It should be acknowledged that while the image of the sea certainly played a part in driving Bavink mad, it also pushed him to greatness and success within the art world as his attempts to capture the sunset on canvas fetched high prices after his institutionalization. Just as it drove him to creativity and notoriety, so has it driven the Dutch to spectacular innovation and sustainability. The problems posed by the formidable existence of the sea have been precursors to great achievements within the fields of engineering, architecture, agriculture, and sustainable development, not only for the Dutch people, but humanity as a whole. The country widely recognizes the threat of climate change given that they are most at risk to the consequential reality of rising sea levels. Ranking 9th overall out of 193 countries (UNSDG) participating in the United Nations Sustainable Development Goals initiative, the Netherlands has made serious strides in redefining the relationship between land and water within their country, and have been working to eliminate the threat posed to their people by globally rising sea levels. Areas of great achievement in the fight against climate change have been a drastic reduction in carbon emissions embodied in fossil fuel exports, as well as an Annual mean concentration of particulate matter of less than 2.5 microns in diameter (UNSDG). While only pieces of a larger puzzle, achievements like these are essential to the sustainable development movement and will play a key role in fighting the dangerous effects of climate change that threaten the entirety of coastal cities like Amsterdam. 

The architectural designs of the Netherlands stand as a true testament to the impact that water has on life there, with cities like Rotterdam only existing as a result of water management. In his piece “Falls Flat”, Aaron Betsky travels through his city of Rotterdam while drawing connections between the features of his surroundings and how water has largely shaped the infrastructure and cityscape around him. “Were it not for the dikes and series of unseen water pumps working away day and night, my house would also disappear beneath the combined waters of the North Sea and the Rhine…Around my house, picturesque ponds and a grid of small canals remind me of the system of drainage that has made this place safe for human occupation for the last few centuries,” (Betsky). He truly captures the functional relationship between water and land in the Netherlands by highlighting the interconnectedness of farmland and water management systems. “It is the order of meadows interspersed with drainage canals running perpendicular to the main road that is the dominant tone of most of the Dutch landscape,” (Betsky). Betsky makes clear that one cannot traverse the Dutch landscape without being made distinctly aware of how the sea threatens everyday life there, and how the Dutch have, against all odds, made life possible there for far longer than the ocean wished it would be.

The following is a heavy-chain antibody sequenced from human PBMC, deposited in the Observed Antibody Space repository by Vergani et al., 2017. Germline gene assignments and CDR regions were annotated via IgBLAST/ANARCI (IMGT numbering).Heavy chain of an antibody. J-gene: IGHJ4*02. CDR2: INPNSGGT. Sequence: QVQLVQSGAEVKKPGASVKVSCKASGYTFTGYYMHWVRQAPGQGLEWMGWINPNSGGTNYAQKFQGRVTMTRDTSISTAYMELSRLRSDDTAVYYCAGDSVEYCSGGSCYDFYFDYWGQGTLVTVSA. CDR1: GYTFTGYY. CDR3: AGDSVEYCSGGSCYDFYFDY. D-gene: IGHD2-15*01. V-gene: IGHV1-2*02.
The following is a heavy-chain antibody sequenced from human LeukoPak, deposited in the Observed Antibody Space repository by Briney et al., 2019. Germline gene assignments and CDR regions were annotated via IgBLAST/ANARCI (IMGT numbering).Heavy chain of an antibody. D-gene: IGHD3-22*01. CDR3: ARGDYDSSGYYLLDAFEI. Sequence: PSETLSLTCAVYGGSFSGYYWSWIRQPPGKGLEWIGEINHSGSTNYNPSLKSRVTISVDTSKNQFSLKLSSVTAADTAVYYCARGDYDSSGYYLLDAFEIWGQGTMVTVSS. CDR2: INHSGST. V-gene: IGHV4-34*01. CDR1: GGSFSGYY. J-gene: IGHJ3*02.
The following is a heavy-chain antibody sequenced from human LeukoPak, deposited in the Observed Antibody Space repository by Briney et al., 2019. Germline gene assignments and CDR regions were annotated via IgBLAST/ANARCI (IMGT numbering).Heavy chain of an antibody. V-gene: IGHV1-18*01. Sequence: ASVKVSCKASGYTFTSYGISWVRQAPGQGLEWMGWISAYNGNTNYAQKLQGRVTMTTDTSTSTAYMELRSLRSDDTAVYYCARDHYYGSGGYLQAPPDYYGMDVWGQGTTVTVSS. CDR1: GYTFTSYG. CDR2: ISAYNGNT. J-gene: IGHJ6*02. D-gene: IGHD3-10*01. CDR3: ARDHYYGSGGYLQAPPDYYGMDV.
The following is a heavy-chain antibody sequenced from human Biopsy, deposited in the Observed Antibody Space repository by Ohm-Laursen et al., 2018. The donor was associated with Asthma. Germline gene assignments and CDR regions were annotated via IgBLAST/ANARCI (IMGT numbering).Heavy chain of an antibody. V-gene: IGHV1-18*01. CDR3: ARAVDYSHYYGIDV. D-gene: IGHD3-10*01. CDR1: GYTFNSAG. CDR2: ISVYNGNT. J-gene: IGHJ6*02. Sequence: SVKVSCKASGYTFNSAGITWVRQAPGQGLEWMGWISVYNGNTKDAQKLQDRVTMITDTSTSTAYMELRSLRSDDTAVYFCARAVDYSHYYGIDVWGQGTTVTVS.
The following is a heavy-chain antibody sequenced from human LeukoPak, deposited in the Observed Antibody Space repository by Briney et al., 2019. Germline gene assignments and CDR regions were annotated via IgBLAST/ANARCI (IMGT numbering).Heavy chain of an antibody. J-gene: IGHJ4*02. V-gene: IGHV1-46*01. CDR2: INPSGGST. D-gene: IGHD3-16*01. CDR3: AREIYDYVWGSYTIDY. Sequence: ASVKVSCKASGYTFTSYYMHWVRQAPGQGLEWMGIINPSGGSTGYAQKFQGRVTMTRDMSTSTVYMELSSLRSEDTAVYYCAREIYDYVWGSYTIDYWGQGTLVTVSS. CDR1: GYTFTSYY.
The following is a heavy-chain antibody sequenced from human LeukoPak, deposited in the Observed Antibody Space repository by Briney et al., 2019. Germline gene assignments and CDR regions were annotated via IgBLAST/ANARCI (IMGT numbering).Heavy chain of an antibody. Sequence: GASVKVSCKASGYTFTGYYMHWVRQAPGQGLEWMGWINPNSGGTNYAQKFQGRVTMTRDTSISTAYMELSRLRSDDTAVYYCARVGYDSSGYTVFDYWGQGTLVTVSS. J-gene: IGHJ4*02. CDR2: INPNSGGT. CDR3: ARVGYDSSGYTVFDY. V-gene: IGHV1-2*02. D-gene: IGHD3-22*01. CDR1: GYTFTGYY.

Fictional and nonfictional insights prove the complicated, inescapable relationship between the Dutch and the sea. While the native people vividly see the tangible risk posed by their deeply situated coastline, they find pride in their centuries-long campaign to beat back the forces of nature in order to allow the continuation of the Dutch story. Luckily, the successful strides being made thus far to prevent climate disaster indicate that this trend of Dutch resilience is far from over. 

Works Cited

False Flat Why Dutch Design Is so Good, by Aaron Betsky and Adam Eeuwens, Phaidon, 2008.

Young Titans, by Nescio, New York Review Books.

“Netherlands Profile.” Sustainable Development Report 2020, dashboards.sdgindex.org/profiles/NLD. 

Correction wording flood risks for the Netherlands in IPCC report http://www.pbl.nl/en/dossiers/Climatechange/content/correction-wording-flood-risks